Kevin Trenberth in Science Magazine, August 2015:

The main pacemaker of variability in rates of GMST increase appears to be the PDO, with aerosols likely playing a role in the earlier big hiatus. There is speculation whether the latest El Niño event and a strong switch in the sign of the PDO since early 2014 (see the figure) mean that the GMST is stepping up again. The combination of decadal variability and a trend from increasing greenhouse gases makes the GMST record more like a rising staircase
than a monotonic rise. As greenhouse gas concentrations rise further, a negative decadal trend in GMST becomes less likely ( 13). But there will be fluctuations in rates of warming and big regional variations associated with natural variability. It is important to expect these and plan for them.

Paul Kantner now deceased at 74.

The newest Yale Video is looking like one of the more impactful in the series, given that it lays a two by four upside of one of denialdom’s most cherished myths, that satellite temperature data, or more specifically, satellite data since the 1998 El Nino event, are the one and only gold standard measure of whether the planet is gaining heat.

I’ve made a few cosmetic changes in the version above, added in an updated temperature graph to reflect that we now have finalized 2015 – and some, I hope, helpful graphics and animations to emphasize a few points of science-speak. (and I’ve uploaded to the Climate Denial Crock of the Week channel on YouTube, because so many of those subscribers, bless their hearts, still don’t know that I’m working with Yale for the last 4 years…)

One of the main points made by Andy Dessler, Carl Mears, and Ben Santer, is that temperature records of any kind would be suspect if they were not congruent with the actual behavior of biological and physical systems on the planet – many of which can be measured completely independently of one another – and so provide a useful check on each other.

The best example of this in the science literature is a famous 2008 paper from NASA’s Cynthia Rosenzweig and her team, in which more than 29,000 data sets of physical and biological processes are analyzed.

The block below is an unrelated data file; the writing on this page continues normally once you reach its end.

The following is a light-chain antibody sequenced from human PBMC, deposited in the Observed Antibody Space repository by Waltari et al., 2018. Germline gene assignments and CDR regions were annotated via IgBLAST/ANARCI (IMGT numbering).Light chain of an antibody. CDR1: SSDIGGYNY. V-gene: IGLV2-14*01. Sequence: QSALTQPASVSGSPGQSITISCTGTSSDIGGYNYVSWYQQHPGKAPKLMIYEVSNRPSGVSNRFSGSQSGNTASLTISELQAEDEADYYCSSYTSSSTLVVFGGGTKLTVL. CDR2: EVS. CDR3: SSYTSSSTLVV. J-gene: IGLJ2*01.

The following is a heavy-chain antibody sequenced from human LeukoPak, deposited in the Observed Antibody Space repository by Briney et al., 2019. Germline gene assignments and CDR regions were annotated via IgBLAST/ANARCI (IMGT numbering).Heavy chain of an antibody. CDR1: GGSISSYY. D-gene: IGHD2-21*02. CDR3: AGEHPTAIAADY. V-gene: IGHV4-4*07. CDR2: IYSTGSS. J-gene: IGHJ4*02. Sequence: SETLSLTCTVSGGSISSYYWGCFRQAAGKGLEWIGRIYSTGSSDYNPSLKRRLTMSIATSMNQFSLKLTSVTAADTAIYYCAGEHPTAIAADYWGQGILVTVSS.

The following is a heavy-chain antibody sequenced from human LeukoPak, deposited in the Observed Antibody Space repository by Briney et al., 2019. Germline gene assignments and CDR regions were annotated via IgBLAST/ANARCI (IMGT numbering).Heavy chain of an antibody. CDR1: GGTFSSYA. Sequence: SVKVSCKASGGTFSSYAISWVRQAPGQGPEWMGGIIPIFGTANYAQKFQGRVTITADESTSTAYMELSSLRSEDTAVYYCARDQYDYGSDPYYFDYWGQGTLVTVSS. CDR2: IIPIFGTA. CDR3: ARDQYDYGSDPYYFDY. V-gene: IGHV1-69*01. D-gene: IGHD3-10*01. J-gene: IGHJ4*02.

Observed impacts included changes to physical systems, such as glaciers shrinking, permafrost melting, and lakes and rivers warming. Biological systems also were impacted in a variety of ways, such as leaves unfolding and flowers blooming earlier in the spring, birds arriving earlier during migration periods, and plant and animal species moving toward Earth’s poles and higher in elevation. In aquatic environments such as oceans, lakes, and rivers, plankton and fish are shifting from cold-adapted to warm-adapted communities.

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In November, the International Energy Agency quietly dropped this bombshell projection: “Driven by continued policy support, renewables account for half of additional global generation, overtaking coal around 2030 to become the largest power source.”

The IEA notes, “With 60 cents of every dollar invested in new power plants to 2040 spent on renewable energy technologies, global renewables-based electricity generation increases by some 8,300 TeraWatt-hours (more than half of the increase in total generation).” That increase is “equivalent to the output of all of today’s fossil-fuel generation plants in China, the United States and the European Union combined.” It represents new investment of some $7 trillion in renewables over the next quarter century.

Significantly, this remarkable projection about the future of electricity is simply what the IEA believes is now going to happen given the pledges made in Paris by the world’s leading countries to rapidly expand renewable energy investment while restraining and, in many cases, reducing carbon pollution from fossil fuels through 2030. This is IEA’s “central scenario,” and in it the planet still warms 2.7°C by 2100 and more after that.